- petty offenses which are not considered grounds for a stricter means of detention in any case (e.g., shoplifting, joy riding, disturbing the peace).
- Has committed, or has made credible threats, to commit a violent or malicious act while in ORR custody;
- Has committed, threatened to commit, or engaged in serious, self-harming behavior that poses a danger to self while in ORR custody;
- Has engaged in conduct that has proven to be unacceptably disruptive of the normal functioning of a staff secure facility in which the youth is placed such that transfer may be necessary to ensure the welfare of the UAC or others;
- Has self-disclosed violent criminal history in ORR custody that requires further assessment; or
- Has a history of or displays sexual predatory behavior, or has engaged in inappropriate sexual behavior.
Staff Secure Facility
A staff secure facility is a licensed child care facility for UAC who require close supervision, but do not require placement in a secure care provider facility.
In determining whether to place a youth in a staff secure facility, ORR considers if the child:
- has been unacceptably disruptive to the normal functioning of a shelter care provider facility such that transfer is necessary to ensure the welfare of the UAC or others;
- is an escape risk;
- Has reported gang involvement (including prior to placement into ORR custody) or displays gang affiliation while in care;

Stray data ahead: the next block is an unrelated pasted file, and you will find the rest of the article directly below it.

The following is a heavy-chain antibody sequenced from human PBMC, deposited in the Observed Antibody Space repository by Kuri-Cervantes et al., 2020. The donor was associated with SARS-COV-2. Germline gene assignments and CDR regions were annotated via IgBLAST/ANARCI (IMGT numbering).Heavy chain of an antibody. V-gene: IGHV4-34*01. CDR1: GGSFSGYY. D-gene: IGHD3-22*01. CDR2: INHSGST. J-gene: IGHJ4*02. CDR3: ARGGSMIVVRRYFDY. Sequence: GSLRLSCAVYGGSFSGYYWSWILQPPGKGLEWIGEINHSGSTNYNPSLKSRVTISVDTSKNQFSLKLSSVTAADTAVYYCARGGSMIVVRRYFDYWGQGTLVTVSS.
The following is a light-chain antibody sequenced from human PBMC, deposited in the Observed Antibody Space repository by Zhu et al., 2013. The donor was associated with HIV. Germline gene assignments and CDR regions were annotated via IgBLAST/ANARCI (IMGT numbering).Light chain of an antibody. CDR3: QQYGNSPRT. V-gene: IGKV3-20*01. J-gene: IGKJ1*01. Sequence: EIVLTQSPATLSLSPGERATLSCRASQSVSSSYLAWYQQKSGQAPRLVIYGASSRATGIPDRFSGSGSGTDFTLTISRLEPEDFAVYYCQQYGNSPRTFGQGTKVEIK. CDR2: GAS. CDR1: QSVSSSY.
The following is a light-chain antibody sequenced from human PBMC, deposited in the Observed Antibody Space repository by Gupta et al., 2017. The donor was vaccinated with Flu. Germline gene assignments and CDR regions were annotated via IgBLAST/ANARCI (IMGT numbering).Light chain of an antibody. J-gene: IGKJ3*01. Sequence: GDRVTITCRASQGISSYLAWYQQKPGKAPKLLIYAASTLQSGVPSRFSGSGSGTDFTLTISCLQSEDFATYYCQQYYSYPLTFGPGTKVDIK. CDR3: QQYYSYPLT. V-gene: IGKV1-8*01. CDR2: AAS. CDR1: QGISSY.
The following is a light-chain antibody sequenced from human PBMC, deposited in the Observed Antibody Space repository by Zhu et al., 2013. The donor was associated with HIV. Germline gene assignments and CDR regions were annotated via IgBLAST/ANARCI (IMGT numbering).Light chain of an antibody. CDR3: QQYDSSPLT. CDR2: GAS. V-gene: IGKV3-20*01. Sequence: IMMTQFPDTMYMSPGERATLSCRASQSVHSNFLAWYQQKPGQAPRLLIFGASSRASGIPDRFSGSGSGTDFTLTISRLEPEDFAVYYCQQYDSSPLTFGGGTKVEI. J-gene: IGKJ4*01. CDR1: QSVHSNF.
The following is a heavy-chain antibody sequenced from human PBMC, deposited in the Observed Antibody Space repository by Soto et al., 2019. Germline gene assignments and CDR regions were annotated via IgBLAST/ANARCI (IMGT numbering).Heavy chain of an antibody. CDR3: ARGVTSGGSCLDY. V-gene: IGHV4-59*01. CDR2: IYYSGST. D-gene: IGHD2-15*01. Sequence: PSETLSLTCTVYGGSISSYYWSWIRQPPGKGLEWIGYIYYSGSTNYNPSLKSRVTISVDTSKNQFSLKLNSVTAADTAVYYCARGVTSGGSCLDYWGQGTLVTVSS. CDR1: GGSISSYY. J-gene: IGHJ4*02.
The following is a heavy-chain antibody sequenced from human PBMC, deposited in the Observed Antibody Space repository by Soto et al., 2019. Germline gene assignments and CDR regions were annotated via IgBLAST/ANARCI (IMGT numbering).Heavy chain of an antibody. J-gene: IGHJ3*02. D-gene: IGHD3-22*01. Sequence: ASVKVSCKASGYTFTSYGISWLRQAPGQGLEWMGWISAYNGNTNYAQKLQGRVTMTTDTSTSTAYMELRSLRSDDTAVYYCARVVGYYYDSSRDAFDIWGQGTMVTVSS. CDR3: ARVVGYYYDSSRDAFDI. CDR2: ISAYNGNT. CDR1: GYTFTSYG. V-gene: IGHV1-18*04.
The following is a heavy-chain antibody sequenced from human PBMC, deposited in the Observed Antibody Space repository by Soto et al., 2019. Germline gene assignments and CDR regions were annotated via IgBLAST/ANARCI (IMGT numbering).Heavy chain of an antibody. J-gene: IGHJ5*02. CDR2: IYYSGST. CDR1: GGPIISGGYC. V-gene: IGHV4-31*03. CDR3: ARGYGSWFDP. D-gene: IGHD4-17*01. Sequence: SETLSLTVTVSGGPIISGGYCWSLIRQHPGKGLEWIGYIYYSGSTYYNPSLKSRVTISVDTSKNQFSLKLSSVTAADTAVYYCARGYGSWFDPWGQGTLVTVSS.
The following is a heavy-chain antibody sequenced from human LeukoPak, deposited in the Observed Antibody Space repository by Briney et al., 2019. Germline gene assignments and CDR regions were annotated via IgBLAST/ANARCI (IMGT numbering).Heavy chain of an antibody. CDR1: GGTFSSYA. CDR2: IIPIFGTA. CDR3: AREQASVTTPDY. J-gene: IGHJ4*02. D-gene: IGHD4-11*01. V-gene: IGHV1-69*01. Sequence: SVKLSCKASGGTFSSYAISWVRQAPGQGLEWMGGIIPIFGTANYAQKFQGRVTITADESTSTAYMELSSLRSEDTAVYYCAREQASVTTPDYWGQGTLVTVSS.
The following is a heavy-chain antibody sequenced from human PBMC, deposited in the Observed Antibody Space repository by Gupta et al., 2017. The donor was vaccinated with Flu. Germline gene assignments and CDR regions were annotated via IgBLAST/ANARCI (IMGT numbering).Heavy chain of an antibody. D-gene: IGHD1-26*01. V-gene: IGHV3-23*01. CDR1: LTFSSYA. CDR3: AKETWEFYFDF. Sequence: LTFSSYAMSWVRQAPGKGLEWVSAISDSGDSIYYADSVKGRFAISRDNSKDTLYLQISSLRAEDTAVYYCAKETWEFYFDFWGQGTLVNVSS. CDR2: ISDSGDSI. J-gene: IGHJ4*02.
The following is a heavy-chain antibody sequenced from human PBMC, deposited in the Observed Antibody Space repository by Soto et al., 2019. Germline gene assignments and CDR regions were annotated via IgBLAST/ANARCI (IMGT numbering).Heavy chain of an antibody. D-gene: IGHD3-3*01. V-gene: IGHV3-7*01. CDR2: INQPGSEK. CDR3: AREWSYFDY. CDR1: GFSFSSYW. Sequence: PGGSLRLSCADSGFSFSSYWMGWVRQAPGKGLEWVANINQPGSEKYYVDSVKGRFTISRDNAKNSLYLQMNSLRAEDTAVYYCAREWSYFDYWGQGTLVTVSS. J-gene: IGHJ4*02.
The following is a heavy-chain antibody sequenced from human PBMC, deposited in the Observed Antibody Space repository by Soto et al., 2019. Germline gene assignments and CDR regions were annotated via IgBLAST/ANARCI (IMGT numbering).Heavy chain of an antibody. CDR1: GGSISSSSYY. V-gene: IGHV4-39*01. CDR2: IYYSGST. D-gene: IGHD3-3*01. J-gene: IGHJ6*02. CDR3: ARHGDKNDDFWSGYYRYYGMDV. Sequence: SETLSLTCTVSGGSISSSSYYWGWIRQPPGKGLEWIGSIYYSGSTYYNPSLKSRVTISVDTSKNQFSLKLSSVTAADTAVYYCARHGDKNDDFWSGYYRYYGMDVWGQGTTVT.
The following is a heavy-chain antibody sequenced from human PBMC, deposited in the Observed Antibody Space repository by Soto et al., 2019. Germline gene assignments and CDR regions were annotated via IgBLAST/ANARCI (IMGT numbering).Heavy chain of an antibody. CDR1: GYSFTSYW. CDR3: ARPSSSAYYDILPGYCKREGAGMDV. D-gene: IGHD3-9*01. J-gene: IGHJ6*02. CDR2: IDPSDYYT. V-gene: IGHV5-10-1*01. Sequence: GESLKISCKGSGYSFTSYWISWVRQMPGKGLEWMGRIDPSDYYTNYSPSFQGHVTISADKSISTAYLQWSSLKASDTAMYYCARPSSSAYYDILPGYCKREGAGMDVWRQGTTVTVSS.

- has non-violent criminal or delinquent history not warranting placement in a secure care provider facility, such as isolated or petty offenses as described above; or
- Is ready for step-down from a secure facility. For details on the criteria for step-down from a secure facility, see section 1.4.2.
ORR does not place a child or youth in secure care solely because he or she may pose a risk of escape from ORR custody. However, ORR may place a child in a staff secure facility solely because he or she poses a risk of escape. In all cases, ORR must assess whether an unaccompanied alien child is an escape risk in order to make an informed placement decision.
Indicators of escape risk include:
- The unaccompanied alien child has displayed behaviors indicative of escape or has expressed intent to escape.
- The unaccompanied alien child is within one month of turning 18 years of age.
- The unaccompanied alien child has previously escaped or attempted to escape from detention or government custody.
- An unaccompanied alien child with an immigration history that includes:
- A final order of removal (UAC has a legal duty to report for deportation);
- A prior breach of a bond;
- Failure to appear before Department of Homeland Security or the immigration courts;
- Previous repatriation (return to the home country) through a grant of voluntary departure or a final order of removal from an immigration judge.
An unaccompanied alien child may be placed in a long term care setting, such as community based foster care or extended care group homes. A child is a candidate for long term care if he or she:
- Is expected to have a protracted stay of four months or more in ORR custody because he or she does not have a viable sponsor, AND
- A legal service provider has identified the child or youth as potentially eligible for immigration relief (unless waived by ORR),1 AND
- Is under the age of 17 and 6 months at the time of placement.
ORR also considers a long term care placement on a case-by-case basis for an unaccompanied alien child who will have a longer stay due to other circumstances.
ORR considers the following when making long term placement decisions:
- The child’s mental, emotional, behavioral, and physical health needs
- The child’s ability and commitment to live in a family and community-based setting
- The child’s age
- Availability of an appropriate placement that meets the individual’s needs
Unaccompanied alien children who are ineligible for long term placement include:
- An unaccompanied alien child with a moderate to high escape risk